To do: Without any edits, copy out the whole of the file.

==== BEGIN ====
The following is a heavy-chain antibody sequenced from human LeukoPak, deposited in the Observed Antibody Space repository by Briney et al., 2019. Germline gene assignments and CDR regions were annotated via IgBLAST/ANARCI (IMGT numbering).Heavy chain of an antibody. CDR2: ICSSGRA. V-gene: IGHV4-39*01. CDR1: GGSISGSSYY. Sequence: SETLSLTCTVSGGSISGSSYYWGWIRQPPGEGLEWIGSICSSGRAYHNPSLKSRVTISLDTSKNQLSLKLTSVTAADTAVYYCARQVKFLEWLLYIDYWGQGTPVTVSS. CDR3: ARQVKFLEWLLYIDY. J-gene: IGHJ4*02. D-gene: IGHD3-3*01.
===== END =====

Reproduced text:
The following is a heavy-chain antibody sequenced from human LeukoPak, deposited in the Observed Antibody Space repository by Briney et al., 2019. Germline gene assignments and CDR regions were annotated via IgBLAST/ANARCI (IMGT numbering).Heavy chain of an antibody. CDR2: ICSSGRA. V-gene: IGHV4-39*01. CDR1: GGSISGSSYY. Sequence: SETLSLTCTVSGGSISGSSYYWGWIRQPPGEGLEWIGSICSSGRAYHNPSLKSRVTISLDTSKNQLSLKLTSVTAADTAVYYCARQVKFLEWLLYIDYWGQGTPVTVSS. CDR3: ARQVKFLEWLLYIDY. J-gene: IGHJ4*02. D-gene: IGHD3-3*01.